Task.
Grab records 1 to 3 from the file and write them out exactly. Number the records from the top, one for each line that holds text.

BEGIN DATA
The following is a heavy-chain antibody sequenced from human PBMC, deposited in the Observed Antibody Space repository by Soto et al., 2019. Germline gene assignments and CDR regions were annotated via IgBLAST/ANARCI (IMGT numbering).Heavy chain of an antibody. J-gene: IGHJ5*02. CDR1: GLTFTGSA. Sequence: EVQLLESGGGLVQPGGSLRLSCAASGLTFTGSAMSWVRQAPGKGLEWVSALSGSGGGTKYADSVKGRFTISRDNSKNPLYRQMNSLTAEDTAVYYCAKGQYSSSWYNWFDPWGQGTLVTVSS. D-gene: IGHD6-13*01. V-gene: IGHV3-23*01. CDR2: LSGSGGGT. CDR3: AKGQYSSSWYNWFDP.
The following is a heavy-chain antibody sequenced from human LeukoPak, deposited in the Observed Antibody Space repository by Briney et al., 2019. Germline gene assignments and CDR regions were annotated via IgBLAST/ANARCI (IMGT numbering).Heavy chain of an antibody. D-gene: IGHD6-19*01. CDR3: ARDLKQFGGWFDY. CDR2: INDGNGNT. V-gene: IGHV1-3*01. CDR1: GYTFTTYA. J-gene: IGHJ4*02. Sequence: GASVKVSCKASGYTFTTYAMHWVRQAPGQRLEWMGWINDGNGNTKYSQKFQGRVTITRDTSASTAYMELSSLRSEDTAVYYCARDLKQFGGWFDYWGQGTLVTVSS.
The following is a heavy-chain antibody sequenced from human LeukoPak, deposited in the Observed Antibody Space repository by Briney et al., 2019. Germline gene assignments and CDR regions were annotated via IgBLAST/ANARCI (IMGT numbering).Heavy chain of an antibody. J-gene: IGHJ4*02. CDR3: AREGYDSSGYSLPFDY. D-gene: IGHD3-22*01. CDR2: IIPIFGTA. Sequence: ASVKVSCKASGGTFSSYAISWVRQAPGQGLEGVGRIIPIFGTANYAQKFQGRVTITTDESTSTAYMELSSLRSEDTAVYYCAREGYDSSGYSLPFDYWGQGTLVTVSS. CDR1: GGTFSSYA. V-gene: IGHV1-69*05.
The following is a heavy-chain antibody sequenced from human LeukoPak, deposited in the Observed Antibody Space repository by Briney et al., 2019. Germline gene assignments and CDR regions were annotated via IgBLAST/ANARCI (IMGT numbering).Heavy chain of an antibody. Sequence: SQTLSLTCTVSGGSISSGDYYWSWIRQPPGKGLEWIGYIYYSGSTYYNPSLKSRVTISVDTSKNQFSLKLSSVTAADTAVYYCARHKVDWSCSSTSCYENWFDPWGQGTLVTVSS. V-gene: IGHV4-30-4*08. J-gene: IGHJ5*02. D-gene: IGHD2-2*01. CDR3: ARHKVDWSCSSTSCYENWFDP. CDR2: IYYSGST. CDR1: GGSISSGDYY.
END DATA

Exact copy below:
The following is a heavy-chain antibody sequenced from human PBMC, deposited in the Observed Antibody Space repository by Soto et al., 2019. Germline gene assignments and CDR regions were annotated via IgBLAST/ANARCI (IMGT numbering).Heavy chain of an antibody. J-gene: IGHJ5*02. CDR1: GLTFTGSA. Sequence: EVQLLESGGGLVQPGGSLRLSCAASGLTFTGSAMSWVRQAPGKGLEWVSALSGSGGGTKYADSVKGRFTISRDNSKNPLYRQMNSLTAEDTAVYYCAKGQYSSSWYNWFDPWGQGTLVTVSS. D-gene: IGHD6-13*01. V-gene: IGHV3-23*01. CDR2: LSGSGGGT. CDR3: AKGQYSSSWYNWFDP.
The following is a heavy-chain antibody sequenced from human LeukoPak, deposited in the Observed Antibody Space repository by Briney et al., 2019. Germline gene assignments and CDR regions were annotated via IgBLAST/ANARCI (IMGT numbering).Heavy chain of an antibody. D-gene: IGHD6-19*01. CDR3: ARDLKQFGGWFDY. CDR2: INDGNGNT. V-gene: IGHV1-3*01. CDR1: GYTFTTYA. J-gene: IGHJ4*02. Sequence: GASVKVSCKASGYTFTTYAMHWVRQAPGQRLEWMGWINDGNGNTKYSQKFQGRVTITRDTSASTAYMELSSLRSEDTAVYYCARDLKQFGGWFDYWGQGTLVTVSS.
The following is a heavy-chain antibody sequenced from human LeukoPak, deposited in the Observed Antibody Space repository by Briney et al., 2019. Germline gene assignments and CDR regions were annotated via IgBLAST/ANARCI (IMGT numbering).Heavy chain of an antibody. J-gene: IGHJ4*02. CDR3: AREGYDSSGYSLPFDY. D-gene: IGHD3-22*01. CDR2: IIPIFGTA. Sequence: ASVKVSCKASGGTFSSYAISWVRQAPGQGLEGVGRIIPIFGTANYAQKFQGRVTITTDESTSTAYMELSSLRSEDTAVYYCAREGYDSSGYSLPFDYWGQGTLVTVSS. CDR1: GGTFSSYA. V-gene: IGHV1-69*05.